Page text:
Studies have shown that alcohol consumption rates are similar for African Americans (AA) and Caucasians in CA. These finding are based on statewide, random digit-dial telephone surveys (RDDTS) such as the Behavioral Risk Factor Surveillance System (BRFSS) and the California Health Interview Survey. Although the findings from these studies are reliable, the validity is questionable because AA RDDTS samples are biased and non-representative. Specifically, low-income AA are more likely than other groups to lack landline telephones and so cannot participate in RDDTS;hence Black RDDTS samples tend to consist of the higher socioeconomic status (SES) members of the community (i.e., those with low alcohol consumption rates). Moreover, the majorities of AA's are highly distrustful of health researchers and so refuse to participate in telephone surveys. Thus, the current work proposes to assess the true prevalence of alcohol use among CA AA adults. The specific goals of the proposed study are three-fold: (1) test the hypothesis that this community-based sample is more representative of the CA Black population than CA RDDTS samples (2) test the hypothesis that this community sample has significantly higher alcohol use rates than AA and than White CA RDDTS samples, these even higher among Blacks who lack landline telephones and (3) fully explore and exploit the data from this sample by testing a variety of statistical models that clarify the nature of CA Blacks'use of alcohol and elucidate the potentially unique community (e.g., neighborhood-level segregation and SES), social (e.g., racial discrimination) and cultural (e.g., acculturation, religiosity) factors affecting that use. Data will be acquired on CA AA's alcohol use from a random, statewide, probability sample of 2,000 AA adults surveyed in person, in their communities, by AA from those communities. Because of the nested nature of this data, hierarchical linear modeling will be employed to examine the proposed relations. The findings from the proposed research will have important clinical implications that reflect the NIMH priorities.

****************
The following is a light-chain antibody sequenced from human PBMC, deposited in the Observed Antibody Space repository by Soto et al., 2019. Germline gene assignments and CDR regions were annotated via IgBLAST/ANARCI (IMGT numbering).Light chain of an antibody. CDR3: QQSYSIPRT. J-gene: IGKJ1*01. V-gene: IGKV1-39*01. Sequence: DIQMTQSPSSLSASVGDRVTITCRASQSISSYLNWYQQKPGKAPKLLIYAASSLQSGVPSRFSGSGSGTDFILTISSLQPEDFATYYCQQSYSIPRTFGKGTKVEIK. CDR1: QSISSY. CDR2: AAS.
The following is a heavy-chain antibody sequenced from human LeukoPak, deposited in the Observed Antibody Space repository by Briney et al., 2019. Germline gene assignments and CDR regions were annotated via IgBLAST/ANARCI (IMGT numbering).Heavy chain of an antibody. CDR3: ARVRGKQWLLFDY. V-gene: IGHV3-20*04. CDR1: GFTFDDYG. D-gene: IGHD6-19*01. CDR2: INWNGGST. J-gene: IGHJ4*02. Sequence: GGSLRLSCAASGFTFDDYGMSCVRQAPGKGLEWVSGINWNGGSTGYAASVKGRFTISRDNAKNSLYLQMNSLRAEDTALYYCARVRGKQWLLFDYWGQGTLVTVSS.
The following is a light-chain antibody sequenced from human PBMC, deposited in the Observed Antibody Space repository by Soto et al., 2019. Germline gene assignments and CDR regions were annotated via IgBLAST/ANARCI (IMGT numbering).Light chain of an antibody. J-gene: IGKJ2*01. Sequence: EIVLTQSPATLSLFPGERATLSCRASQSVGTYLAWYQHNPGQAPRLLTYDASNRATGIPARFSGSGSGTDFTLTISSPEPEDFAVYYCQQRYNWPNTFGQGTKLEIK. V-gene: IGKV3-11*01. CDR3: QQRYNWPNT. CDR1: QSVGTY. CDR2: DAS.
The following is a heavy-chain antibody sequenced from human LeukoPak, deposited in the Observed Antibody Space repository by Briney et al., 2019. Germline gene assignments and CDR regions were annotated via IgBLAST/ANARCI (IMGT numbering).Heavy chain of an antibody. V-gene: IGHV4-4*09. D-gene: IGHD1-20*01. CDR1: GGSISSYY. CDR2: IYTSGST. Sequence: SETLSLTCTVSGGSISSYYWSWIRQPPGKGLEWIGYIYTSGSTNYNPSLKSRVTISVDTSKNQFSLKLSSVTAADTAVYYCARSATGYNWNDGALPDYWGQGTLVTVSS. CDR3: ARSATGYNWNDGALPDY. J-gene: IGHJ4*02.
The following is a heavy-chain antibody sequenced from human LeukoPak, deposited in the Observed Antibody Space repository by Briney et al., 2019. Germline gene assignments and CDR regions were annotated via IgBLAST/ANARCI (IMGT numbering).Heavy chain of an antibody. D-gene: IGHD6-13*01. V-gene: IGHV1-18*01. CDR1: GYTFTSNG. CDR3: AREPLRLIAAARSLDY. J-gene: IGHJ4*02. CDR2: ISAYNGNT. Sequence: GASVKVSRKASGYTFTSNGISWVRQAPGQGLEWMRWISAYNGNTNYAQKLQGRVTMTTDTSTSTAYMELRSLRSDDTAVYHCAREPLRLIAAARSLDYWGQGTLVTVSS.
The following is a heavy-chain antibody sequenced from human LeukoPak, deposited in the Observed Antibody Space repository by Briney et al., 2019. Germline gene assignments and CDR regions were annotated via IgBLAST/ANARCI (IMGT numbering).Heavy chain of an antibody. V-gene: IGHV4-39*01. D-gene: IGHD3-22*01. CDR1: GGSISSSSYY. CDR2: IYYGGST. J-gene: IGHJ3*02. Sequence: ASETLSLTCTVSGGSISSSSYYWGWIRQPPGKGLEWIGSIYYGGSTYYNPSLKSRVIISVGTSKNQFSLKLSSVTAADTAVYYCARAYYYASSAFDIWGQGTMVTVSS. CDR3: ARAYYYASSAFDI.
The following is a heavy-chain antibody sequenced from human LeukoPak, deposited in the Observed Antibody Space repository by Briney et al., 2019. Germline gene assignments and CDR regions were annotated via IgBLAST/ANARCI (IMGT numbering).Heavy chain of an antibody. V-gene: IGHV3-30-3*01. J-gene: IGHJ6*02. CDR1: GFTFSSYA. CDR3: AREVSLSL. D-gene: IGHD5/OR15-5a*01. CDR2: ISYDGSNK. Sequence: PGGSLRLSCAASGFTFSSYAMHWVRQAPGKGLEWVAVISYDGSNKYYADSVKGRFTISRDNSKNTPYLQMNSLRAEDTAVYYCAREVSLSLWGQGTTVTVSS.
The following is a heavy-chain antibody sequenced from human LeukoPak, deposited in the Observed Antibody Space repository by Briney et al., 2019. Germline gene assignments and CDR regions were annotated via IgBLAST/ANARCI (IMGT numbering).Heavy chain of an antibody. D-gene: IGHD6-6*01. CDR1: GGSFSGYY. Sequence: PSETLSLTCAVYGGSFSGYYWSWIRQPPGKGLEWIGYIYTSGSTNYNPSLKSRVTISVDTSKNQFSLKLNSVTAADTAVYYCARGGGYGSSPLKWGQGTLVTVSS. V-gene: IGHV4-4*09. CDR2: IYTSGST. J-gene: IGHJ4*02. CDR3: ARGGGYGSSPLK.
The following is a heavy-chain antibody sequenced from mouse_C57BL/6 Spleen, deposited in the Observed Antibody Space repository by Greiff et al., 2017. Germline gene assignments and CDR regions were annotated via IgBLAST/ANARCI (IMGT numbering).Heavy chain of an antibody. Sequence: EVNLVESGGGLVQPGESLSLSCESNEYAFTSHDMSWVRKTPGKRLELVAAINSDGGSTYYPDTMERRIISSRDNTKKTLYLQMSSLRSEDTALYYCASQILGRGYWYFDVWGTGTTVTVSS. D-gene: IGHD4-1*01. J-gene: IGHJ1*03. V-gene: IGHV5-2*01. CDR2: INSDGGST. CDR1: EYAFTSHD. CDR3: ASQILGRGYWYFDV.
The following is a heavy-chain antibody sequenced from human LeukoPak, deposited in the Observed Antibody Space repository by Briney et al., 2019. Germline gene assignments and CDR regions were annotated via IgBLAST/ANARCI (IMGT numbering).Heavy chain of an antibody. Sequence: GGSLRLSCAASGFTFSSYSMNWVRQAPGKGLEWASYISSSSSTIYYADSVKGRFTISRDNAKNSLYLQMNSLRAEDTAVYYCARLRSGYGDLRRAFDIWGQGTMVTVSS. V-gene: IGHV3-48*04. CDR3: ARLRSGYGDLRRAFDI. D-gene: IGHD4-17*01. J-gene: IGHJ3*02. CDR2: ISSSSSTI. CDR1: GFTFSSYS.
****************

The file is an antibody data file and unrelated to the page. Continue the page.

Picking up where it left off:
Specifically, this project will examine an array of social (e.g., racial discrimination), contextual (area segregation, area SES), and cultural (acculturation) variables that impact the use of alcohol, which are absent from the RDDTS, thus informing both clinicians and intervention researchers who emphasize physical and psychological health. In addition data from the current study can inform statewide alcohol-control efforts - and indeed may be relevant to such efforts for other CA minorities.